The legal protection provided for in Art. 10(2)(a) and (b) TMD and Art. 9(2)(a) and (b) EUTMR extends equally to simple and reputed trade marks. Pursuant to Art. 10(2)(a) TMD and Art. 9(2)(a) EUTMR, the proprietor of a registered trade mark is entitled to prevent all third parties not having his consent from using in the course of trade, in relation to goods or services, any sign where the sign is identical to the trade mark and is used in relation to goods or services that are identical to those for which the trade mark is registered (hereinafter ‘double identity’). When there is no double identity but the sign used by the third party is at least similar to the trade mark and is used in relation to goods or services that are at least similar to the goods or services for which the trade mark is registered (hereinafter ‘double similarity’), the proprietor of the trade mark is entitled to prevent such use pursuant to Art. 10(2)(b) TMD and Art. 9(2)(b) EUTMR if there exists a likelihood of confusion on the part of the public, including the likelihood of association between the sign and the trade mark. The wording of the provisions and recitals suggests that the protection afforded to the trade mark proprietor in the event of double identity is absolute, whereas in the case of double similarity only the trade mark’s function of indicating origin is protected, *13 meaning that the proprietor must prove the existence of a likelihood of confusion on the part of the public. *14 In practice, however, the CJEU has begun to limit the protection afforded under the double identity rule in order to take into account the wider context of competition.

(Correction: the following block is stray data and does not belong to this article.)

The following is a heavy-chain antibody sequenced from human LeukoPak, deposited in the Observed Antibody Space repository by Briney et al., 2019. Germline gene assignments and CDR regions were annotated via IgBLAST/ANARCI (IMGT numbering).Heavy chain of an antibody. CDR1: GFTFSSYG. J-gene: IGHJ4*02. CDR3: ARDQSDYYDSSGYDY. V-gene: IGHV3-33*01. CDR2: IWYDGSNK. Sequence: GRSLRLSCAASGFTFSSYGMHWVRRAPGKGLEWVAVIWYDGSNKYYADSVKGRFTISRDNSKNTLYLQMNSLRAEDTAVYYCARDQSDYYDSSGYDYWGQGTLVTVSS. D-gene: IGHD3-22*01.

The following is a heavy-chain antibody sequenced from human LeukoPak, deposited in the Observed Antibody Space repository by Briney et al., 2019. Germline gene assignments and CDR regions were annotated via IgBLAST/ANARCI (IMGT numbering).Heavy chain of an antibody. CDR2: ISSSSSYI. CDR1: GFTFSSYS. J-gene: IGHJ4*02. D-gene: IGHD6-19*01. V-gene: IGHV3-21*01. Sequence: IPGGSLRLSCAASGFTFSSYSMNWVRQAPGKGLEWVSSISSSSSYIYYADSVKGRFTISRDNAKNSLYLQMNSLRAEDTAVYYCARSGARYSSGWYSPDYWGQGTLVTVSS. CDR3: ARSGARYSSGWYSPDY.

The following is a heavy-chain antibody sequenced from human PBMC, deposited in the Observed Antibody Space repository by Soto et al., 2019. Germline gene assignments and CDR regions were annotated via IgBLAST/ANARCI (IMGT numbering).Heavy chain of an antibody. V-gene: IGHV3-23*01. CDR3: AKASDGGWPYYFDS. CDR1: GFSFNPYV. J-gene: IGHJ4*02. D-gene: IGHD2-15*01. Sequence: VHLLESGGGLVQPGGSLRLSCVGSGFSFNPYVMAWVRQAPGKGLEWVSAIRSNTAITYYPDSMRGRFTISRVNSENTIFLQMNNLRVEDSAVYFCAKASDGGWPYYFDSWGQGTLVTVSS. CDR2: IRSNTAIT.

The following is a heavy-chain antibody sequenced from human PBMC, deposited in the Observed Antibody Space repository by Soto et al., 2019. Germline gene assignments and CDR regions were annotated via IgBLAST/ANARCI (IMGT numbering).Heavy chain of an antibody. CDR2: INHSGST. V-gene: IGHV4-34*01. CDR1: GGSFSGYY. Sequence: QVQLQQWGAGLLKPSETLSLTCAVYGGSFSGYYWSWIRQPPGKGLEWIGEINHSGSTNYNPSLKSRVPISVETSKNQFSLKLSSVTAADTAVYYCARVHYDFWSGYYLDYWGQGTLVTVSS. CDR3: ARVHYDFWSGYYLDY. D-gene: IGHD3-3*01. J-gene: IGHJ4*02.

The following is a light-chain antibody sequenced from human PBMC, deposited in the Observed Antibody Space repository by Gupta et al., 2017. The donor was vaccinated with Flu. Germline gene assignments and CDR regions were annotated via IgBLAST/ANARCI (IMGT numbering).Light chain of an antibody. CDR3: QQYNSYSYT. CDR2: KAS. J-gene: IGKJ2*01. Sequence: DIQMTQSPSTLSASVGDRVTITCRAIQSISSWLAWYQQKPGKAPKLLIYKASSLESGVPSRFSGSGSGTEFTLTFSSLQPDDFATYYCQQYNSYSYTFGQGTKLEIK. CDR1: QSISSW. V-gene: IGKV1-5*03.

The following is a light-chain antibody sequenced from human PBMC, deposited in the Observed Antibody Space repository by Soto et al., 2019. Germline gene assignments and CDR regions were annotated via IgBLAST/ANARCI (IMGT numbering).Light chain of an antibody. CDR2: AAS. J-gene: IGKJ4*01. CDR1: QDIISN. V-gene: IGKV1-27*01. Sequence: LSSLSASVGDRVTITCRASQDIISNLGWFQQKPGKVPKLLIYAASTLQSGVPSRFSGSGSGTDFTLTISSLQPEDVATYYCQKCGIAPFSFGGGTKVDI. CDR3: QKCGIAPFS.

2.1.1. The trade mark as a guarantor of origin and quality – protecting consumers against confusion